Another recent sneak peek was A.G. Carpenter’s A Fistful of Dust. This book is an absolute gem. A weird western tale of betrayal and revenge in a sci-fi setting, Carpenter’s prose practically leaps off the page and grabs you by the throat. She’s immensely talented, and I expect that this will get a lot of buzz when it releases later this year.

I’m also getting ready to dive into Edgar Cantero’s novella, There's a Giant Trapdoor Spider Under Your Bed. I was introduced to Cantero’s work when I read Meddling Kids, and I can’t wait to tear into this one.
Visit Dan Stout's website.

My Book, The Movie: Titanshade.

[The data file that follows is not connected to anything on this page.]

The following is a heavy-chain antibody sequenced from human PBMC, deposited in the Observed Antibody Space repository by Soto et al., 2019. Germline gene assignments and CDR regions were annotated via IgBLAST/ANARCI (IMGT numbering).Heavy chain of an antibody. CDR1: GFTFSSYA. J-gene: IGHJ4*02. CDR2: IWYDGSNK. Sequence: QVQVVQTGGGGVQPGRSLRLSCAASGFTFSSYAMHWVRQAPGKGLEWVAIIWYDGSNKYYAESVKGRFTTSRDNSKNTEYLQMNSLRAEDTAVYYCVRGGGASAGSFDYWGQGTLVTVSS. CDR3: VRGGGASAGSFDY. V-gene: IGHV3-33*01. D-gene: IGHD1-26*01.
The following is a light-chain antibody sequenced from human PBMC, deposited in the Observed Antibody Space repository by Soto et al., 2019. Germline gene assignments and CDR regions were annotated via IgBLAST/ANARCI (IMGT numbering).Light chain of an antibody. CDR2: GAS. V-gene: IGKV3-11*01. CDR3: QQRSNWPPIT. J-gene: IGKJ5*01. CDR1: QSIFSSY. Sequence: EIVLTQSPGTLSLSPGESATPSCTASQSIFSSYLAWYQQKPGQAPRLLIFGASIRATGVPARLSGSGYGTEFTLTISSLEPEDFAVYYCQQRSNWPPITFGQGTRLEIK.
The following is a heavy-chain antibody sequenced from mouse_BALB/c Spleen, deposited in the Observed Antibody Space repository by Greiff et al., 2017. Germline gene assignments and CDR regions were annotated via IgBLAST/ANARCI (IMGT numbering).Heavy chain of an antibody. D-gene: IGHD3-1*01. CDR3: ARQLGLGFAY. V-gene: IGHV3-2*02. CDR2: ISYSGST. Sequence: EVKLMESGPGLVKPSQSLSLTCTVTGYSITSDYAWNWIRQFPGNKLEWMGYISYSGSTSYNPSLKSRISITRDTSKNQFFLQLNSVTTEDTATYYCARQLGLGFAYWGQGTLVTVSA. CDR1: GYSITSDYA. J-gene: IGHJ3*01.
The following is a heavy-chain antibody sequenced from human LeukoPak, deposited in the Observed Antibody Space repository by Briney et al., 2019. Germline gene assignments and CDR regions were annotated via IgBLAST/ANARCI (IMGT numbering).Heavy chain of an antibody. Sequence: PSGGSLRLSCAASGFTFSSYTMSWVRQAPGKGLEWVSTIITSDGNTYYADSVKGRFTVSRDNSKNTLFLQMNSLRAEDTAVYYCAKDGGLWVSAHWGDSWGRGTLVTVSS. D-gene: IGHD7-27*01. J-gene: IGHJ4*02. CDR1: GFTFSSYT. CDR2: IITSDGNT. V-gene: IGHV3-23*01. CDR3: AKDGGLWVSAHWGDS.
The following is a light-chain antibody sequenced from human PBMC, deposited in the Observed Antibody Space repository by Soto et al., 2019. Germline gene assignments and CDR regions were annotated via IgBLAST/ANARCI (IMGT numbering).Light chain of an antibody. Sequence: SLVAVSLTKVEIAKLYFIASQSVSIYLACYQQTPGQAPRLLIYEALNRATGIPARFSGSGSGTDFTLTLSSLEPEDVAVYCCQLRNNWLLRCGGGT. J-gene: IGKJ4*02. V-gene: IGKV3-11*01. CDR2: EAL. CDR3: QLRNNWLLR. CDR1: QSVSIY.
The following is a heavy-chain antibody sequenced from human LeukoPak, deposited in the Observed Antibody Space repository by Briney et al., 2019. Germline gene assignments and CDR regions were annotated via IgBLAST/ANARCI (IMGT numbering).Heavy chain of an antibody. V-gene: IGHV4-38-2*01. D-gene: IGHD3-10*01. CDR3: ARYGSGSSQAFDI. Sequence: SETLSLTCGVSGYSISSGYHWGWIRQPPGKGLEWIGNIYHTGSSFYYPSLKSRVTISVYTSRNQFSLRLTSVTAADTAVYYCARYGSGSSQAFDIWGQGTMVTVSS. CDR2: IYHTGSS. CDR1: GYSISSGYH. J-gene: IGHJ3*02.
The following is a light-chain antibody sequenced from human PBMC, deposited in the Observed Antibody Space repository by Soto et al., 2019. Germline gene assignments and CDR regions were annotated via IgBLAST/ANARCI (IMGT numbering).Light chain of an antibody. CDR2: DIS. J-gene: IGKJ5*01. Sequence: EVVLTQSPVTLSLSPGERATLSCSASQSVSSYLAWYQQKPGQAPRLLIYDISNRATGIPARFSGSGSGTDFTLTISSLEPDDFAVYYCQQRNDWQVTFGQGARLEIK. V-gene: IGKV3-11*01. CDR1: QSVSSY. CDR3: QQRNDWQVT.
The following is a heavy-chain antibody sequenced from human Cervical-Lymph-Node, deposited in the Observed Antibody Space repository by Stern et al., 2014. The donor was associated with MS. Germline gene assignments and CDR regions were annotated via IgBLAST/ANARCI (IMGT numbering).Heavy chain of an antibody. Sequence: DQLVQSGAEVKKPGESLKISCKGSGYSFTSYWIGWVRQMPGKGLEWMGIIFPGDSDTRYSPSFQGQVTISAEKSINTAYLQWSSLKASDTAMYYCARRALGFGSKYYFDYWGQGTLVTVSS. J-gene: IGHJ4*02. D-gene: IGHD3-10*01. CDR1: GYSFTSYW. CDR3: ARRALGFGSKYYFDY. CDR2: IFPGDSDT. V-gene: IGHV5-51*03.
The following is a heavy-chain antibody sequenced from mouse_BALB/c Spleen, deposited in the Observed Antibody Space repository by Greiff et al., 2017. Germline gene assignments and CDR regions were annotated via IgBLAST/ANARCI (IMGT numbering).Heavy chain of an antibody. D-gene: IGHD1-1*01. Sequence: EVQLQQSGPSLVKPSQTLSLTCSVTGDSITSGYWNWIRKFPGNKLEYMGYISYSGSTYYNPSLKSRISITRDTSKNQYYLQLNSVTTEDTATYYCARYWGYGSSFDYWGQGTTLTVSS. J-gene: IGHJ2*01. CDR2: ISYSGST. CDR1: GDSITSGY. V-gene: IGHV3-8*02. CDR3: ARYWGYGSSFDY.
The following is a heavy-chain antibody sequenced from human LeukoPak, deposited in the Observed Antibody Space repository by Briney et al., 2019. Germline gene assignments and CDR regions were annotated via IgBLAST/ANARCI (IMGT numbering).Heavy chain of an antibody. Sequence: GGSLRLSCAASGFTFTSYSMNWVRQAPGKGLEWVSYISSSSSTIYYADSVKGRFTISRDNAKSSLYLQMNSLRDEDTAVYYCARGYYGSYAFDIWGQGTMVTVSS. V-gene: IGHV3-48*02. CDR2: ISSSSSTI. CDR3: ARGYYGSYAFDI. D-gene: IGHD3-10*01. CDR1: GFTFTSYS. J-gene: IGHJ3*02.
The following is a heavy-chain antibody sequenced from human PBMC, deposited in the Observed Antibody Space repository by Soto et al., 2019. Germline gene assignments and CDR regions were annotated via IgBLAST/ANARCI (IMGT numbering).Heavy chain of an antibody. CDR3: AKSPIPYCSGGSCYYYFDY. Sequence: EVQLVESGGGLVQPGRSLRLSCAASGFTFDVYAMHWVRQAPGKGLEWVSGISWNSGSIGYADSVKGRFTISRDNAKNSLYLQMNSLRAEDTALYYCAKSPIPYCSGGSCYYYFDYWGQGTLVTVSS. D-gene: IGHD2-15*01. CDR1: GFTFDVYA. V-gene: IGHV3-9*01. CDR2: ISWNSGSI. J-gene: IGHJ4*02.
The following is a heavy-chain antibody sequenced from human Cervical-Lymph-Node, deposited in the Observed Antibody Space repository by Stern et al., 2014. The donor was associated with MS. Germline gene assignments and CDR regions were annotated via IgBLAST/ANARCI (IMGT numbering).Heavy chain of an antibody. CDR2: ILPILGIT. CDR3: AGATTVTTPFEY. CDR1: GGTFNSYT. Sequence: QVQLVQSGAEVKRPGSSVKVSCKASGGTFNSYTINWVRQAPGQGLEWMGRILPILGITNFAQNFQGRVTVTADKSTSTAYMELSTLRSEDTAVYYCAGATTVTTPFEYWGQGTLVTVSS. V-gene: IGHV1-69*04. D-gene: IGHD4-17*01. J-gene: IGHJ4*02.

--Marshal Zeringue

Wednesday, April 10, 2019

Lorna Landvik

Lorna Landvik's novels include the bestselling Patty Jane’s House of Curl, Angry Housewives Eating Bon Bons, Oh My Stars, Best to Laugh, and Once in a Blue Moon Lodge. She has performed stand-up and improvisational comedy around the country and is a public speaker, playwright, and actor most recently in the one-woman, all-improvised show Party in the Rec Room. She lives in Minneapolis.

Landvik's new novel is Chronicles of a Radical Hag (with Recipes).

Recently I asked the author about what she was reading. Her reply: